Consequently, such a competition could undeniably have a progressive impact on the education of developing countries. Any possible disadvantages of the OLPC project could soon be neglected compared to the innovations that technology 2.0 could bring to the students.

Conclusion

Taking all the points mentioned above into consideration, education is one of the most vital sectors on which particular attention should be placed.

Developing countries face a variety of critical problems that need to be accurately addressed. Unfortunately, living conditions in these countries are much worse than those in the developed ones. However, there is evidence that certain steps have been made towards their improvement.

Among all the different vital sectors of each country, education is considered to be the most significant one. It is directly linked with the way people think and behave thus advancing education ultimately means improving a country's foundation.

The Accelerated and Shared Growth Initiative for South Africa (AsgiSA) was a generous attempt towards education progress. The benefits that emerged were not only limited to education amelioration but included increase of employability rates as well.

When technology innovations become the main subject of attention though, the discussion is much more interesting. The extent to which education could be improved is analogous to the evolution of technology.

As was analysed in detail, there were various attempts focused on ICT and web 2.0 features. The laptop experiment demonstrated a clear idea of the interrelation between technology and education as students discovered new ways of learning that through suitable control and planning could positively influence their future.

The One Laptop Per Child project made the greatest contribution in terms of understanding the real importance of technology integration into the education field. Even if it is rather complicated an issue, numerous conclusions could be drawn.

One significant aspect is that when focusing on such vital development approaches, governments' intentions should be taken into account. While certain attempts may seem beneficial, governments' plans towards their support could represent the most critical obstacle in the context of education growth.

Besides, current teaching conditions are another crucial parameter. Traditional ways of teaching have always been the most reliable and hopeful way of introducing the world of knowledge to new generations. The role of teacher has been always identified as the key factor that leads to students' proper education.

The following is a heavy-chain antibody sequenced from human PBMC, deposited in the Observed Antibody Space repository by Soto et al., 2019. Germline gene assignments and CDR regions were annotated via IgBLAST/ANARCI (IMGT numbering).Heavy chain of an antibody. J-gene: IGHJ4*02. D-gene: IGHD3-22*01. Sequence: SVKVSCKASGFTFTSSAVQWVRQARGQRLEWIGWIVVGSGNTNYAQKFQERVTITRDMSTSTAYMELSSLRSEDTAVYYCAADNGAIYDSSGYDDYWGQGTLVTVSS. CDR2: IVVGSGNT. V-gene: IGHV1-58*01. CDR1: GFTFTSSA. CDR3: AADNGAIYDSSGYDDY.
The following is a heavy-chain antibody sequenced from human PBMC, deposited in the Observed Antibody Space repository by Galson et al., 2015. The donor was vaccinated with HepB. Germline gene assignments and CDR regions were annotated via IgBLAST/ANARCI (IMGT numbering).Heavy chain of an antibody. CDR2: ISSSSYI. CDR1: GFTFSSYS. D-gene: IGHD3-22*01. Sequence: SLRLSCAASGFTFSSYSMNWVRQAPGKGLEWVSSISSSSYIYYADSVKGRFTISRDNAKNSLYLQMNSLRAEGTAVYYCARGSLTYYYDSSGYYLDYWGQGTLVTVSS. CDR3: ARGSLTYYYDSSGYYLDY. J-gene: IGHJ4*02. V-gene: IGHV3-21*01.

Nonetheless, technology has invaded with increasing rates into our lives and as a result education could not be omitted. The appropriate use of technology related innovations could ultimately boost education to the next level since for instance, the unique benefits that laptops could deliver are second to none.

The experiments described prove that students made the most of the new available opportunities that their laptops had. The exploration of the Internet unquestionably altered the way students learn, discover and study. Their hobbies and interests could be easily transformed into valuable skills with the support of the proper technological equipment.

Likewise, web 2.0 and its exclusive services such as micro blogs, wiki-related websites etc. reveal a new world of opportunities. Students are free to express themselves in various ways that improve their understanding, learnability and IT skills.

However, the cost of such inventive attempts should not be neglected. Education is a valuable part for each country thus the corresponding funding is properly monitored. If the benefit-to-cost ratio is not beneficial, their support could not be guaranteed.

Apparently, technology and education growth are two different aspects but totally interrelated. The education in developing countries is often poor enough and consequently future generations lack suitable qualifications that would benefit them both professionally and socially.

Technology is a possible solution towards a creative form of education that is profitable for both sides; students and states. The question though remains; are governments on a global scale ready to accept it?

Bibliography

Baliamoune-Lutz, M. (2003) 'An analysis of the determinants and effects of ICT diffusion in developing countries', Information Technology for Development, Vol. 10, No. 3, pp. 151-169.

Kenny, C. (2006) Overselling the Web?: Development and the Internet, Boulder, CO: Lynne Reiner Publishers.

Ngwenyama, O. and Morawczynski, O. (2007) 'Unraveling the impact of investments in ICT, education and health on development: An analysis of archival data of five West African countries using regression splines', Electronic Journal of Information Systems and Developing Countries, Vol. 29, No. 5, pp. 1-15.

Wilson, E. (2004) The Information Revolution and Developing Countries, Cambridge, MA: MIT Press.